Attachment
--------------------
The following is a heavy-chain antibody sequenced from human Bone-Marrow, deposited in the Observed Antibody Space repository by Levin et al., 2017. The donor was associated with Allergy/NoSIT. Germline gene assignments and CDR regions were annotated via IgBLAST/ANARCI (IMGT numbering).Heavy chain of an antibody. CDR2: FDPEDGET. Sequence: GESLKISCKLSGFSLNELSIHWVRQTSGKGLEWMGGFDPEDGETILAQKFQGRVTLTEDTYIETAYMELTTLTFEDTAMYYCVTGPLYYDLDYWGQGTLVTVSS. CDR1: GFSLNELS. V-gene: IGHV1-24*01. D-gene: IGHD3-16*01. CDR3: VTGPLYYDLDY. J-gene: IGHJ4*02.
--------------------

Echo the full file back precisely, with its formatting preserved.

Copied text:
The following is a heavy-chain antibody sequenced from human Bone-Marrow, deposited in the Observed Antibody Space repository by Levin et al., 2017. The donor was associated with Allergy/NoSIT. Germline gene assignments and CDR regions were annotated via IgBLAST/ANARCI (IMGT numbering).Heavy chain of an antibody. CDR2: FDPEDGET. Sequence: GESLKISCKLSGFSLNELSIHWVRQTSGKGLEWMGGFDPEDGETILAQKFQGRVTLTEDTYIETAYMELTTLTFEDTAMYYCVTGPLYYDLDYWGQGTLVTVSS. CDR1: GFSLNELS. V-gene: IGHV1-24*01. D-gene: IGHD3-16*01. CDR3: VTGPLYYDLDY. J-gene: IGHJ4*02.